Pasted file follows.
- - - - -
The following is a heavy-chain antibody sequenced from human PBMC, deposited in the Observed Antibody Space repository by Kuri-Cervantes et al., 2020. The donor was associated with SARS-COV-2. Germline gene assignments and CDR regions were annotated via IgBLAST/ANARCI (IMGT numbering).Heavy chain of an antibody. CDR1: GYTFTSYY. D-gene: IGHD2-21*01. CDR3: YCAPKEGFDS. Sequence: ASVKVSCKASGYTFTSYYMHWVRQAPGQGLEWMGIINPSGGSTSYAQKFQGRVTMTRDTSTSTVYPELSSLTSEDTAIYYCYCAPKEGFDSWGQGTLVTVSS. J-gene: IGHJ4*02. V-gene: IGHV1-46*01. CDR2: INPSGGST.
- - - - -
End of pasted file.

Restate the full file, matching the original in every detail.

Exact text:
The following is a heavy-chain antibody sequenced from human PBMC, deposited in the Observed Antibody Space repository by Kuri-Cervantes et al., 2020. The donor was associated with SARS-COV-2. Germline gene assignments and CDR regions were annotated via IgBLAST/ANARCI (IMGT numbering).Heavy chain of an antibody. CDR1: GYTFTSYY. D-gene: IGHD2-21*01. CDR3: YCAPKEGFDS. Sequence: ASVKVSCKASGYTFTSYYMHWVRQAPGQGLEWMGIINPSGGSTSYAQKFQGRVTMTRDTSTSTVYPELSSLTSEDTAIYYCYCAPKEGFDSWGQGTLVTVSS. J-gene: IGHJ4*02. V-gene: IGHV1-46*01. CDR2: INPSGGST.